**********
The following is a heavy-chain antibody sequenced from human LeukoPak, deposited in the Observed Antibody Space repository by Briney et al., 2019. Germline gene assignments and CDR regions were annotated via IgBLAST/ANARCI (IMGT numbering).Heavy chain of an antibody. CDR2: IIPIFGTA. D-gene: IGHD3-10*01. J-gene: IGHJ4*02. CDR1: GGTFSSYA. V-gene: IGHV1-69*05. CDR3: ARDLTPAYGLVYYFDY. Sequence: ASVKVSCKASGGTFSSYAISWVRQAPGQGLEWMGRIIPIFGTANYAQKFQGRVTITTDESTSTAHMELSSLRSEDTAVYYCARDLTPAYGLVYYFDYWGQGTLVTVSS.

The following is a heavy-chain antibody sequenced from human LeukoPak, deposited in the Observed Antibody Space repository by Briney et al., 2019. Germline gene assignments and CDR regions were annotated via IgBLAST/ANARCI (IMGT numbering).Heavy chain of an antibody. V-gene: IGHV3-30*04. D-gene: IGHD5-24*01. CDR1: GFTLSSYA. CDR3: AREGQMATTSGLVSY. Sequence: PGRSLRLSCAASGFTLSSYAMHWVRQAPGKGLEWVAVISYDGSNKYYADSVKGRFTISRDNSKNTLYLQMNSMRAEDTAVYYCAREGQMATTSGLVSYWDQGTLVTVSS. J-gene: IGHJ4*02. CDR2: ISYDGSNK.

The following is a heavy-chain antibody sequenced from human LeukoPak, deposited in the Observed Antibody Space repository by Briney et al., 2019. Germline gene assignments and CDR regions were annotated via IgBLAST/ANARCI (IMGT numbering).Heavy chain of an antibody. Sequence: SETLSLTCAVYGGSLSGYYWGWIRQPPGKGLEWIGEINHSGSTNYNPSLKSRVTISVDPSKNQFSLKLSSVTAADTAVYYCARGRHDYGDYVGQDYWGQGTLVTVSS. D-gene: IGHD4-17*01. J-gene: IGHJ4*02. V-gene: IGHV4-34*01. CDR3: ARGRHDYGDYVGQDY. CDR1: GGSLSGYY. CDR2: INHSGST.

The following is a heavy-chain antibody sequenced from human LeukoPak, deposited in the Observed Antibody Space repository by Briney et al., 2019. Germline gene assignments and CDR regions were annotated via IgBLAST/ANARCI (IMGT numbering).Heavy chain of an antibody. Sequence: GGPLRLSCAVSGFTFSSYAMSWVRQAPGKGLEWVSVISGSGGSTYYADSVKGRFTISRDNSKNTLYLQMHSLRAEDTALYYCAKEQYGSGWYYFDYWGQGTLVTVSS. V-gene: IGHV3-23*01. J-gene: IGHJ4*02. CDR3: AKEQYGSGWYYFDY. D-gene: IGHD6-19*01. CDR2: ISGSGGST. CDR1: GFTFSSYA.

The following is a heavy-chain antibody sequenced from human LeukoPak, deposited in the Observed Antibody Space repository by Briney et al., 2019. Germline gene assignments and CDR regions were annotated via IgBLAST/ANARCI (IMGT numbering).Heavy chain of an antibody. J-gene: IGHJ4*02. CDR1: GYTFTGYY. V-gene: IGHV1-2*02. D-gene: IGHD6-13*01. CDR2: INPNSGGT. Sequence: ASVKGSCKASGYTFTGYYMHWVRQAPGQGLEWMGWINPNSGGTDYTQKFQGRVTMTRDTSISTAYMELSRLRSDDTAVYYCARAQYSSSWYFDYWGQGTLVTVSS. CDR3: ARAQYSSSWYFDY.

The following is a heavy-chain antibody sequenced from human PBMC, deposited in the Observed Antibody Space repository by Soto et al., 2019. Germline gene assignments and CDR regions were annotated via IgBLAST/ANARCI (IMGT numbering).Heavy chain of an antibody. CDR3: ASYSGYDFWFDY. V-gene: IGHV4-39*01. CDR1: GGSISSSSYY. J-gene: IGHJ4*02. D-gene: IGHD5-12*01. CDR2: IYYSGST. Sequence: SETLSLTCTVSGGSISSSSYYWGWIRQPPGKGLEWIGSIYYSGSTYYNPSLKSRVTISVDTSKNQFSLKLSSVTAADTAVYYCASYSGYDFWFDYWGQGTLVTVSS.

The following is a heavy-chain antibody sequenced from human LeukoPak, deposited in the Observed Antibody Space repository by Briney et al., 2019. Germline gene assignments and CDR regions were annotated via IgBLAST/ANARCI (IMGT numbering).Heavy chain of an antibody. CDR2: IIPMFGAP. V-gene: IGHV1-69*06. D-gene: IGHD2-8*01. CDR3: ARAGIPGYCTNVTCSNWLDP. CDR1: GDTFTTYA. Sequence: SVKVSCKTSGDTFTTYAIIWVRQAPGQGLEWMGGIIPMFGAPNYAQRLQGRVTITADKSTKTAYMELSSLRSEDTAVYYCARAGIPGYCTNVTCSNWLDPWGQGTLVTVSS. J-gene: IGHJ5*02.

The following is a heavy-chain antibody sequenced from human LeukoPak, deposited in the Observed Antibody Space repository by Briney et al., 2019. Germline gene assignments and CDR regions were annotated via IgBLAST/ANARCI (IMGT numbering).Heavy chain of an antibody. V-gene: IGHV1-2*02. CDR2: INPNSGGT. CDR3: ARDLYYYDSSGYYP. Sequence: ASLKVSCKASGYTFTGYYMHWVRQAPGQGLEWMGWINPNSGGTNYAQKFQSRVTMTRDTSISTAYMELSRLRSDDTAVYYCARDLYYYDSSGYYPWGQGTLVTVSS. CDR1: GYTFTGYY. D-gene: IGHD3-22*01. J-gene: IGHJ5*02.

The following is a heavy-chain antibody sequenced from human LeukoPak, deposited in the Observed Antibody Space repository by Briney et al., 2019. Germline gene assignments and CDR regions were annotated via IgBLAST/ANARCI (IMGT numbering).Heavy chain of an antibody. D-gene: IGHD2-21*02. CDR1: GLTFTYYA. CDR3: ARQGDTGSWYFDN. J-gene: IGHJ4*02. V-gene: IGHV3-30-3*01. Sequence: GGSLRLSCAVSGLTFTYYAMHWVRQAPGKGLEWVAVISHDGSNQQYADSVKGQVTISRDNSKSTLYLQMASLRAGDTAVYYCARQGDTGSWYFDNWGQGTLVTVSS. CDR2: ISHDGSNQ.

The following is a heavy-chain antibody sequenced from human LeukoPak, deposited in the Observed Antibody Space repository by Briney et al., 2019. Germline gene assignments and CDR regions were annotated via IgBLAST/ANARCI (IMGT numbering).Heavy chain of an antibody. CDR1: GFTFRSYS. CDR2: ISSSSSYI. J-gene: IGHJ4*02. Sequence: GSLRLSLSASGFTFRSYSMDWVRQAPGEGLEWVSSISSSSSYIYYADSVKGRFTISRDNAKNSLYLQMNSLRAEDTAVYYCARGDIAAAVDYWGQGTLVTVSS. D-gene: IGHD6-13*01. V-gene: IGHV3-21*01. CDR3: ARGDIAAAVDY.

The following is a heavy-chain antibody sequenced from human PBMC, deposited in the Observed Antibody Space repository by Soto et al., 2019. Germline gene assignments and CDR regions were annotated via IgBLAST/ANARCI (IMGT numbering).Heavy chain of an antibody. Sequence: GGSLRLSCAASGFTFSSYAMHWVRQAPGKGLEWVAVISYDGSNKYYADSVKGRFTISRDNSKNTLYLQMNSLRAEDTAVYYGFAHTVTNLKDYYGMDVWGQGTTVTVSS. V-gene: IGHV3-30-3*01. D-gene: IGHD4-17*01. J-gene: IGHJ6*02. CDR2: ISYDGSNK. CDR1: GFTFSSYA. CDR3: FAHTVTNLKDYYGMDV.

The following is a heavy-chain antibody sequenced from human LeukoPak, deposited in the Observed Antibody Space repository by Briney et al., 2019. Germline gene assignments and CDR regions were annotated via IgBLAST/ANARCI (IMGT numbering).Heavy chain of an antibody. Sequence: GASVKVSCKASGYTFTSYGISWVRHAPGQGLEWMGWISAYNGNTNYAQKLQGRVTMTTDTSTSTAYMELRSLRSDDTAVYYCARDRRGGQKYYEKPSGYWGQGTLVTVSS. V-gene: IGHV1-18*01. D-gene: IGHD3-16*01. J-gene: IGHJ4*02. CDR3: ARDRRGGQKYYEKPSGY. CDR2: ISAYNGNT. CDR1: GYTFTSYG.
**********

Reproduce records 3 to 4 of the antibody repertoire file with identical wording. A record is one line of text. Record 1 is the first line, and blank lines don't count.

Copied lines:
The following is a heavy-chain antibody sequenced from human LeukoPak, deposited in the Observed Antibody Space repository by Briney et al., 2019. Germline gene assignments and CDR regions were annotated via IgBLAST/ANARCI (IMGT numbering).Heavy chain of an antibody. Sequence: SETLSLTCAVYGGSLSGYYWGWIRQPPGKGLEWIGEINHSGSTNYNPSLKSRVTISVDPSKNQFSLKLSSVTAADTAVYYCARGRHDYGDYVGQDYWGQGTLVTVSS. D-gene: IGHD4-17*01. J-gene: IGHJ4*02. V-gene: IGHV4-34*01. CDR3: ARGRHDYGDYVGQDY. CDR1: GGSLSGYY. CDR2: INHSGST.

The following is a heavy-chain antibody sequenced from human LeukoPak, deposited in the Observed Antibody Space repository by Briney et al., 2019. Germline gene assignments and CDR regions were annotated via IgBLAST/ANARCI (IMGT numbering).Heavy chain of an antibody. Sequence: GGPLRLSCAVSGFTFSSYAMSWVRQAPGKGLEWVSVISGSGGSTYYADSVKGRFTISRDNSKNTLYLQMHSLRAEDTALYYCAKEQYGSGWYYFDYWGQGTLVTVSS. V-gene: IGHV3-23*01. J-gene: IGHJ4*02. CDR3: AKEQYGSGWYYFDY. D-gene: IGHD6-19*01. CDR2: ISGSGGST. CDR1: GFTFSSYA.